ALFIE'S 1-2-3

Alfie and his little sister Annie Rose are back, this time introducing the numbers one through ten in a playful approach to counting. Hughes (The Lion and the Unicorn. 1999, etc.) uses familiar topics, such as birthday parties and visits to Grandma’s, to capture the reader’s attention while incorporating the numbers into an engaging series of vignettes about Alfie, Annie Rose and their friends and family. Prominently placed in the corner of the page is the featured number. Next to each numeral is the corresponding number of dots, giving readers a visual reference to reinforce the concept. Naturally Alfie leaves his individual stamp on the tale as he and readers count everything from inquisitive pigs and birthday balloons to cows munching in a field. In a novel approach, Hughes also provides more than one example for each number along with some simple addition. “Eight people walking to work up Alfie’s street. Are the same number coming home again? If you add one little dog, that makes nine.” Her winning illustrations feature cherubic children doing what comes naturally: playing in the park, snuggling up with friends, etc. The warmly drawn pictures, brimming with detail, beckon to readers, encouraging them to explore their world. Fans of Alfie will savor this newest adventure while the uninitiated will quickly discover why this series has such enduring popularity with children and adults alike. (Picture book. 2-5)

Pub Date: March 31, 2000

ISBN: 0-688-17705-0

Page Count: 32

Publisher: HarperCollins

Review Posted Online: May 20, 2010

Kirkus Reviews Issue: April 1, 2000

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Plotless and pointless, the book clearly exists only because its celebrity author wrote it.

YOUR BABY'S FIRST WORD WILL BE DADA

A succession of animal dads do their best to teach their young to say “Dada” in this picture-book vehicle for Fallon.

A grumpy bull says, “DADA!”; his calf moos back. A sad-looking ram insists, “DADA!”; his lamb baas back. A duck, a bee, a dog, a rabbit, a cat, a mouse, a donkey, a pig, a frog, a rooster, and a horse all fail similarly, spread by spread. A final two-spread sequence finds all of the animals arrayed across the pages, dads on the verso and children on the recto. All the text prior to this point has been either iterations of “Dada” or animal sounds in dialogue bubbles; here, narrative text states, “Now everybody get in line, let’s say it together one more time….” Upon the turn of the page, the animal dads gaze round-eyed as their young across the gutter all cry, “DADA!” (except the duckling, who says, “quack”). Ordóñez's illustrations have a bland, digital look, compositions hardly varying with the characters, although the pastel-colored backgrounds change. The punch line fails from a design standpoint, as the sudden, single-bubble chorus of “DADA” appears to be emanating from background features rather than the baby animals’ mouths (only some of which, on close inspection, appear to be open). It also fails to be funny.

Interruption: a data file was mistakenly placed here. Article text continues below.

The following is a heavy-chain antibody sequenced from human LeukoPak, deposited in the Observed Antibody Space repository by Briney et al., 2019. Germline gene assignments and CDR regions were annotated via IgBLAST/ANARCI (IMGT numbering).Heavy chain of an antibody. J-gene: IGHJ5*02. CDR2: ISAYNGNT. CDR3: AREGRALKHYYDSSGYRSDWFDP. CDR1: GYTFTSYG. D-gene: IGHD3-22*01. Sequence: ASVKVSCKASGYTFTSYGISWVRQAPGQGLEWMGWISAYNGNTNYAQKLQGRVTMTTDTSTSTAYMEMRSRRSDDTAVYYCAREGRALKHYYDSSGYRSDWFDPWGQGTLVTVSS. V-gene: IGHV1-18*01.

Plotless and pointless, the book clearly exists only because its celebrity author wrote it. (Picture book. 3-5)

Pub Date: June 9, 2015

ISBN: 978-1-250-00934-0

Page Count: 32

Publisher: Feiwel & Friends

Review Posted Online: April 15, 2015

Kirkus Reviews Issue: May 1, 2015

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LITTLE QUACK

The odyssey of ducklings venturing forth from their comfortable nests into the big world resonates with children and has been a well-traveled subject of many works geared toward young readers. Thompson’s (Mouse’s First Valentine, 2002, etc.) latest effort will certainly appeal to youngsters despite its lack of originality. Mama Duck is coaxing her five hesitant ducklings (Widdle, Waddle, Piddle, Puddle, and Little Quack) into the water one at a time. A “quack-u-lator” at the bottom of the pages adds an interesting mathematical element, helping children count along as ducklings jump into the pond. Mama encourages each nervous duckling to “paddle on the water with me . . . you can do it . . . I know you can.” Overcoming their initial fright, the first four ducklings “splish, splash, sploosh, and splosh” happily into the water. The simple tale’s climax occurs when Little Quack wavers at the water’s edge. “Could he do it? Did he dare?” Not to spoil the ending, but suffice it to say all five ducklings swim off “proud as can be.” In his debut effort, Anderson’s bright and colorful illustrations are lively and captivating. The five adorable ducklings embark on this rite of passage sporting unique looks ranging from Mohawk-type head feathers to orange spots and flowered hair adornments. A pleasant enough take on an old standby. (Picture book. 2-5)

Pub Date: Feb. 1, 2003

ISBN: 0-689-84723-8

Page Count: 32

Publisher: Simon & Schuster

Review Posted Online: May 20, 2010

Kirkus Reviews Issue: Dec. 15, 2002

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